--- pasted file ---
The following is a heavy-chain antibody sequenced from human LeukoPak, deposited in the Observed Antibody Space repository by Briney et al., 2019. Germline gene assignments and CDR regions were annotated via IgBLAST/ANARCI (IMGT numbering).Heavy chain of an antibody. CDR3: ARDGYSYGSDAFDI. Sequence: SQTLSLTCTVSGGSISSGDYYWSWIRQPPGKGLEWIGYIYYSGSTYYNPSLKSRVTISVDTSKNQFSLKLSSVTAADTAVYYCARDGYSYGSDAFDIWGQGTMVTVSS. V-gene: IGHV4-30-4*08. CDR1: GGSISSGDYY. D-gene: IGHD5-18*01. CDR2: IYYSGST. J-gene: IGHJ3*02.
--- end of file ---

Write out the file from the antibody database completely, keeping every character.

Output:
The following is a heavy-chain antibody sequenced from human LeukoPak, deposited in the Observed Antibody Space repository by Briney et al., 2019. Germline gene assignments and CDR regions were annotated via IgBLAST/ANARCI (IMGT numbering).Heavy chain of an antibody. CDR3: ARDGYSYGSDAFDI. Sequence: SQTLSLTCTVSGGSISSGDYYWSWIRQPPGKGLEWIGYIYYSGSTYYNPSLKSRVTISVDTSKNQFSLKLSSVTAADTAVYYCARDGYSYGSDAFDIWGQGTMVTVSS. V-gene: IGHV4-30-4*08. CDR1: GGSISSGDYY. D-gene: IGHD5-18*01. CDR2: IYYSGST. J-gene: IGHJ3*02.